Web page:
<system.serviceModel>
  <services>
    <service behaviorConfiguration="SteamAchievements.Services.AchievementServiceBehavior" name="SteamAchievements.Services.AchievementService">
      <endpoint address="" binding="webHttpBinding" contract="SteamAchievements.Services.IAchievementService" behaviorConfiguration="SteamAchievements.Services.AchievementServiceBehavior" />
      <endpoint address="mex" binding="mexHttpBinding" contract="IMetadataExchange" />
    </service>
  </services>
  <behaviors>
    <serviceBehaviors>
      <behavior name="SteamAchievements.Services.AchievementServiceBehavior">
        <serviceMetadata httpGetEnabled="True" />
        <serviceDebug includeExceptionDetailInFaults="True" />
      </behavior>
    </serviceBehaviors>
    <endpointBehaviors>
      <behavior name="SteamAchievements.Services.AchievementServiceBehavior">
        <webHttp />
      </behavior>
    </endpointBehaviors>
  </behaviors>
  <serviceHostingEnvironment aspNetCompatibilityEnabled="false">
    <baseAddressPrefixFilters>
      <add prefix="http://www.rummell.info/" />
    </baseAddressPrefixFilters>
  </serviceHostingEnvironment>
</system.serviceModel>

This is fairly standard except for a few things. I’m using the webHttp endpoint behavior to enable AJAX and I also had to add a baseAddressPrefixFilter to get it working on my web host.

Finally, here is the JavaScript that calls the WCF service methods:

var parameters = { "steamUserId": steamUserId, "gameId": gameId };
callAjax("GetAchievements", parameters, ondone);

function callAjax(method, query, ondone)
{
    var onerror = function(m)
    {
        $("#log").text(m.Message).show();
    };

    $.ajax({
        url: _serviceBase + method,
        data: JSON.stringify(query),
        type: "POST",
        processData: true,
        contentType: "application/json",
        timeout: 10000,
        dataType: "json",
        success: ondone,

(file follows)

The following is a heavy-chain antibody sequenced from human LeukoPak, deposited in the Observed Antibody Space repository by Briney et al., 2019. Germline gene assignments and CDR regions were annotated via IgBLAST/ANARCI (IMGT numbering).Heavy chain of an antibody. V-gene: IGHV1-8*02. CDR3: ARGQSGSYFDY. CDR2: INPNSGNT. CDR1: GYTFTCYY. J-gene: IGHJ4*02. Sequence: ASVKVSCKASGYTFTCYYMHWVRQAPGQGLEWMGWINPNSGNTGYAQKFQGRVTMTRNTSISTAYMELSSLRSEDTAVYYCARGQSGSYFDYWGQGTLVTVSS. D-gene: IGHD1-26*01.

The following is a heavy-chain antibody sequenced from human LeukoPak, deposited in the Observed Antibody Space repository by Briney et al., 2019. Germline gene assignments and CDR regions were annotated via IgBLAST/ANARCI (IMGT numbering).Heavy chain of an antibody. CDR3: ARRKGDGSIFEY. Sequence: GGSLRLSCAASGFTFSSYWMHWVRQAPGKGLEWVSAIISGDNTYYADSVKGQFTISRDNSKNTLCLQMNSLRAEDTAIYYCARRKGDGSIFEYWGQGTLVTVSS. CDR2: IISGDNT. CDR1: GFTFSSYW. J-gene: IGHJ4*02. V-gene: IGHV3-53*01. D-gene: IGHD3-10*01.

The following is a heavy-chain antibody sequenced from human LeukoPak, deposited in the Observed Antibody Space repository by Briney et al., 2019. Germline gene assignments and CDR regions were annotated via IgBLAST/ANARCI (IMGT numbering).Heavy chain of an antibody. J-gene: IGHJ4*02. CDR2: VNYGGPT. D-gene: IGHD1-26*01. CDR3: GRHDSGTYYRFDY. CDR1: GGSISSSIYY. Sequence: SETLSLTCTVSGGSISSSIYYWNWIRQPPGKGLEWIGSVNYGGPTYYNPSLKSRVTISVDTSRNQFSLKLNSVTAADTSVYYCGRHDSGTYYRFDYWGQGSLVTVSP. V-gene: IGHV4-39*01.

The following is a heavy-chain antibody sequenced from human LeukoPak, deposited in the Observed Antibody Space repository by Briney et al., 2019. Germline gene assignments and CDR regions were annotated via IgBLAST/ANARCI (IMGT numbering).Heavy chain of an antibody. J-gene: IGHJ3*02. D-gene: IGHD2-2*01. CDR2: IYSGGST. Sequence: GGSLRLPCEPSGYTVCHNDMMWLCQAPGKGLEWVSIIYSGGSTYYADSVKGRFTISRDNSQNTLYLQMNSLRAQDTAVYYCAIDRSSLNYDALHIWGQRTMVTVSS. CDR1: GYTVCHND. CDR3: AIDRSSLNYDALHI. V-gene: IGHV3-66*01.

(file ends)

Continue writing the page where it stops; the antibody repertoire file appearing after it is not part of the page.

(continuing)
error: function(xhr)
        {
            if (!onerror)
            {
                return;
            }

            if (xhr.responseText)
            {
                try
                {
                    var err = JSON.parse(xhr.responseText);
                    if (err)
                    {
                        onerror(err);
                    }
                    else
                    {
                        onerror({ Message: "Unknown server error." });
                    }
                }
                catch (e)
                {
                    onerror({ Message: e.toString() });
                }
            }
            return;
        }
    });
}

This is basically the same snippet from Rick Strahl (see link above) that I’ve modified slightly to fit my application.

One final note on using the Facebook API from the context of a web service. The PublishLatestAchievements service method uses the API to publish achievements to the user’s profile. Since its outside the scope of a page, you can’t use Master.Api. To get around this, you’ll need to create an instance of CanvasSession:

string appKey = WebConfigurationManager.AppSettings["APIKey"];
string appSecret = WebConfigurationManager.AppSettings["Secret"];
List<Enums.ExtendedPermissions> permissions =
    new List<Enums.ExtendedPermissions> {Enums.ExtendedPermissions.publish_stream};
CanvasSession session = new IFrameCanvasSession(appKey, appSecret, permissions, false);
Api api = new Api(session);

Then you can publish to the stream:

api.Stream.Publish(description, attachment, links, null, facebookUserId);

Most samples don’t include the uid parameter (facebookUserId), but its required here since HttpSession is unavailable.

If you’d like to see more, take a look at the Google Code project.

John Rummell